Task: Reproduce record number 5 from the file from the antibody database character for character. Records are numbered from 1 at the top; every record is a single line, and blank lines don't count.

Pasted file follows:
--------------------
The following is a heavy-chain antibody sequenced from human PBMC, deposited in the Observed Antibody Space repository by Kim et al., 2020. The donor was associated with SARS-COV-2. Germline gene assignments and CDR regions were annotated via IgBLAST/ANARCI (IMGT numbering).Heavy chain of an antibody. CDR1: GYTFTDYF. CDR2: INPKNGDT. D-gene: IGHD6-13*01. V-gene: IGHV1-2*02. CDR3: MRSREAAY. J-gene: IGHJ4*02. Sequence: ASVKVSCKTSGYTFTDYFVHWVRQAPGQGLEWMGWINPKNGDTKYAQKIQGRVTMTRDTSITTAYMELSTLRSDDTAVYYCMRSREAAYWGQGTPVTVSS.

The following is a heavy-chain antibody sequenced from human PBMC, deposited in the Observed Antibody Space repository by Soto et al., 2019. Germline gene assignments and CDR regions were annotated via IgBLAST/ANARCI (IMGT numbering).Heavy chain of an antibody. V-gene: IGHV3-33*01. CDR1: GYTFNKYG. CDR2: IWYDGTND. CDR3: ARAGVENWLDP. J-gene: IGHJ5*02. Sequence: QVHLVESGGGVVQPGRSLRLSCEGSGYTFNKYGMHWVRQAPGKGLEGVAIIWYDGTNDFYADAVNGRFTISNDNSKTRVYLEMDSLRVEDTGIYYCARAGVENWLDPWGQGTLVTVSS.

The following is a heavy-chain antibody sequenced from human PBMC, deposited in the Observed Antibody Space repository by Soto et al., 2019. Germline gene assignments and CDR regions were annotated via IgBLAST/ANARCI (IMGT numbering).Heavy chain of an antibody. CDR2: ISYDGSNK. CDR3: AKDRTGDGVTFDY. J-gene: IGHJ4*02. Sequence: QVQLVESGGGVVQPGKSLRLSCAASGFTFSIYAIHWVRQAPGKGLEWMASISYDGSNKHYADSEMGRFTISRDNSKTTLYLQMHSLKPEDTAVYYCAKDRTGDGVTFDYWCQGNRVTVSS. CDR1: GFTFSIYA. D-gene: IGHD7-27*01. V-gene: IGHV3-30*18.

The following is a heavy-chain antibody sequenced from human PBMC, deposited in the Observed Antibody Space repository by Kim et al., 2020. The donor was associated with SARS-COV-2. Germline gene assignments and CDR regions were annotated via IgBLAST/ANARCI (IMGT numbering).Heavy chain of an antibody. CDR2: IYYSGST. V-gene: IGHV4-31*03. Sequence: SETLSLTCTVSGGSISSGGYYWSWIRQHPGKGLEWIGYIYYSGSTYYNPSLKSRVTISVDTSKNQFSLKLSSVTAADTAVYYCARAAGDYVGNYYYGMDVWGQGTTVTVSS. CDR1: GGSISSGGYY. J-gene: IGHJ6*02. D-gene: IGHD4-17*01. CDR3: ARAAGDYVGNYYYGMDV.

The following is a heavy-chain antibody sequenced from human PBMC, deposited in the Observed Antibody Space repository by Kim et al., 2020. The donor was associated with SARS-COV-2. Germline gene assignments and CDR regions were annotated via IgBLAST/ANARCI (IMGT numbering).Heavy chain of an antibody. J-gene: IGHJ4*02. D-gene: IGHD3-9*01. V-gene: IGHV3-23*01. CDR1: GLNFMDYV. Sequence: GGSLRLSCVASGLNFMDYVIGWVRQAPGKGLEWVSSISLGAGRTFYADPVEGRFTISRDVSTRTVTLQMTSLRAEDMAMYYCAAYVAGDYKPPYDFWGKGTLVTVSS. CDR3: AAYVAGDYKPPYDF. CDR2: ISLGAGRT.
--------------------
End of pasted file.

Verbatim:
The following is a heavy-chain antibody sequenced from human PBMC, deposited in the Observed Antibody Space repository by Kim et al., 2020. The donor was associated with SARS-COV-2. Germline gene assignments and CDR regions were annotated via IgBLAST/ANARCI (IMGT numbering).Heavy chain of an antibody. J-gene: IGHJ4*02. D-gene: IGHD3-9*01. V-gene: IGHV3-23*01. CDR1: GLNFMDYV. Sequence: GGSLRLSCVASGLNFMDYVIGWVRQAPGKGLEWVSSISLGAGRTFYADPVEGRFTISRDVSTRTVTLQMTSLRAEDMAMYYCAAYVAGDYKPPYDFWGKGTLVTVSS. CDR3: AAYVAGDYKPPYDF. CDR2: ISLGAGRT.